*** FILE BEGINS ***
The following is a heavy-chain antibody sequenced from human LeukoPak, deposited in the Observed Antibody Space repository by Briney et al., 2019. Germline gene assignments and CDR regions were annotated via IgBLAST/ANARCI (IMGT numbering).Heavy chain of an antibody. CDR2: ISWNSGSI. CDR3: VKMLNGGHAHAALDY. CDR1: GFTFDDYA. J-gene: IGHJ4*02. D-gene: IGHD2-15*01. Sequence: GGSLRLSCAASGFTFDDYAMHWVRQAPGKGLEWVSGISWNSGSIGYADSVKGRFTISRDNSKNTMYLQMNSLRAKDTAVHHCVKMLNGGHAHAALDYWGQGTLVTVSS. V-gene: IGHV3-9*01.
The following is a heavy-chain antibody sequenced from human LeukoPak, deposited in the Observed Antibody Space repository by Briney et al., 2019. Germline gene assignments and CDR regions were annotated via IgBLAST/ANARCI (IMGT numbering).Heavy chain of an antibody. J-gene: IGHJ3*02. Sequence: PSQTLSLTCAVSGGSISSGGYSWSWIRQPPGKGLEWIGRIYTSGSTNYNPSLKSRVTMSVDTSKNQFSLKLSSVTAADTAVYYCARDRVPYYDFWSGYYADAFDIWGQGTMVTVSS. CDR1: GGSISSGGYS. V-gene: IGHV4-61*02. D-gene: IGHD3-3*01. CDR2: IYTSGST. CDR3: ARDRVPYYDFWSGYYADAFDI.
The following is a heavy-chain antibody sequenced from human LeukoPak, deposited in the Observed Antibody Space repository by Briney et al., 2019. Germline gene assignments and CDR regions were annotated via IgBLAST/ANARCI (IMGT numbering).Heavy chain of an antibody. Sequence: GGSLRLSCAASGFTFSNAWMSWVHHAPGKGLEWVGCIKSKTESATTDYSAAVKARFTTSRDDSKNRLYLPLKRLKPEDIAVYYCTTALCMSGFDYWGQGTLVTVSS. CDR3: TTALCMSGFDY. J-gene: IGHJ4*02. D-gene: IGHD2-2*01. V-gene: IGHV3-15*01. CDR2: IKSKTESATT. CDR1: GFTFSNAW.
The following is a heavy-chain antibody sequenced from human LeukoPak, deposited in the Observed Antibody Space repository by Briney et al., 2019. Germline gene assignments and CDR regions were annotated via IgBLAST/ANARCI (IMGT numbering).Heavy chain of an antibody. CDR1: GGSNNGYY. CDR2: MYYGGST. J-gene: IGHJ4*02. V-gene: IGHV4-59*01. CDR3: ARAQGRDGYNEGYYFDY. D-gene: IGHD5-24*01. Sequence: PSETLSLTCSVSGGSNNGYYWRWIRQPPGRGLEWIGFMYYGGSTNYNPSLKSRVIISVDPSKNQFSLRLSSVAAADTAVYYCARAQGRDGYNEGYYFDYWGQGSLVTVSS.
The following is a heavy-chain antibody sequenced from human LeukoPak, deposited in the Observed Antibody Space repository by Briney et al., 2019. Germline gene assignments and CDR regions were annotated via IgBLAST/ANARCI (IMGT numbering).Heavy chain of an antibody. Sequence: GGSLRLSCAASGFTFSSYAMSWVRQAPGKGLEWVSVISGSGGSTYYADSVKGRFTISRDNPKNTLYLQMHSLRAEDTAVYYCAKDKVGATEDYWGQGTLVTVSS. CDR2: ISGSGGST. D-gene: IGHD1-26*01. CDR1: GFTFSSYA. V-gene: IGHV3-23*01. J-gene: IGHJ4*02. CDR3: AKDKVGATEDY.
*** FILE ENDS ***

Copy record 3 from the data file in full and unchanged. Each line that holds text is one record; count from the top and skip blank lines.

The following is a heavy-chain antibody sequenced from human LeukoPak, deposited in the Observed Antibody Space repository by Briney et al., 2019. Germline gene assignments and CDR regions were annotated via IgBLAST/ANARCI (IMGT numbering).Heavy chain of an antibody. Sequence: GGSLRLSCAASGFTFSNAWMSWVHHAPGKGLEWVGCIKSKTESATTDYSAAVKARFTTSRDDSKNRLYLPLKRLKPEDIAVYYCTTALCMSGFDYWGQGTLVTVSS. CDR3: TTALCMSGFDY. J-gene: IGHJ4*02. D-gene: IGHD2-2*01. V-gene: IGHV3-15*01. CDR2: IKSKTESATT. CDR1: GFTFSNAW.